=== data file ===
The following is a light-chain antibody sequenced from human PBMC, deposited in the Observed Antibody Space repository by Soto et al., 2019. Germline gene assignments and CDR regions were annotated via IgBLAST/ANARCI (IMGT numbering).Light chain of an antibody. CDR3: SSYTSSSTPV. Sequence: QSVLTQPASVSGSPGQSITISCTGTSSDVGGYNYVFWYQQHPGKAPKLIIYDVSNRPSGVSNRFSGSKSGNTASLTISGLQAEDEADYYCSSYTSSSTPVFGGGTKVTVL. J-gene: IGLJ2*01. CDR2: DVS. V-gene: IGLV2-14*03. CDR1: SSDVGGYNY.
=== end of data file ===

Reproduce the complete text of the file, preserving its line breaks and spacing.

The following is a light-chain antibody sequenced from human PBMC, deposited in the Observed Antibody Space repository by Soto et al., 2019. Germline gene assignments and CDR regions were annotated via IgBLAST/ANARCI (IMGT numbering).Light chain of an antibody. CDR3: SSYTSSSTPV. Sequence: QSVLTQPASVSGSPGQSITISCTGTSSDVGGYNYVFWYQQHPGKAPKLIIYDVSNRPSGVSNRFSGSKSGNTASLTISGLQAEDEADYYCSSYTSSSTPVFGGGTKVTVL. J-gene: IGLJ2*01. CDR2: DVS. V-gene: IGLV2-14*03. CDR1: SSDVGGYNY.